Evaluation of different neural network models in terms of feasibility for deployment within AR applications
Development of an open source 6 DoF annotation tool for 2D data
The paper is structured as follows. Sec. II will give an overview of related work. Sec. III will present the conceptional design of our approach while sec. IV will describe the the training process and implementation. Sec. V will demonstrate the results with a discussion in Sec. VII. Finally, Sec. VIII will give a conclusion.
Ii Related Work
Due to the high potential of AR, it has been considered for integration into various industrial use cases.The essential step to facilitate AR is the calibration between the AR device and environmental components e.g. machines or robots.
Ii-a AR calibration methods
Manual calibration using external tools or special equipment is the most straightforward method and requires the user to manually align 2D objects to objects in the real environment which position is known to the calibration system.
Azuma and Bishop  proposed an AR camera pose estimation by manually aligning fiducials like virtual squares to specific locations in the environment.
Similar work from Oishi et al.  require the user to align calibration patterns to different physical objects which positions are known beforehand. However, manual calibration bear disadvantages in a continuously automated environment due to the necessity to have a human specialist to do the calibration. The external tools themselves can be expensive or are case specific.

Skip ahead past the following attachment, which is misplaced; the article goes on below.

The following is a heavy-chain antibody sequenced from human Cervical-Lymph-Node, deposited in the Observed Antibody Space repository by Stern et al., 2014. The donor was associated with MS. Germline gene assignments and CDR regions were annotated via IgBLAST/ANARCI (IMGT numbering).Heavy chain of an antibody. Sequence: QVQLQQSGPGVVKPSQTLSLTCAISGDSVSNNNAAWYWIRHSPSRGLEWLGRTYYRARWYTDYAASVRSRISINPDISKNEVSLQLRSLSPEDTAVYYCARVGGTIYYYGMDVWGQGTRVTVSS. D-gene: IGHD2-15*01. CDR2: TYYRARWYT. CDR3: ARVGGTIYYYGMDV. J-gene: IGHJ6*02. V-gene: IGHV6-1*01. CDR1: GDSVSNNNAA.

Recent research focus on automated calibration methods rather than manual ones. Most ubiquitous are marker based approaches. Libraries and toolkits like Aruco or Vuforia make it possible to deploy self created fiducial markers for pose estimation. The marker is detected and tracked using computer vision and image processing. Especially when working with static robots, marker based approaches are widely used due to the simple setup and competitive accuracy. Several work including Aoki et al.  or  et al. relied on a marker based calibration between robot and AR device. However, Baratoff et al.  stated, that the instrumentation of the real environment, by placing additional tools like markers, sensors or cameras is a main bottleneck for complex use cases especially in navigation that are working with dynamically changing environments. Furthermore, deploying additional instruments require more time to setup and are not able to react to changes within the environment. Especially for industrial scenarios, this is the main concern . Another factor that drops performance in dynamically changing environments is occlusion of markers which was noted in our previous work .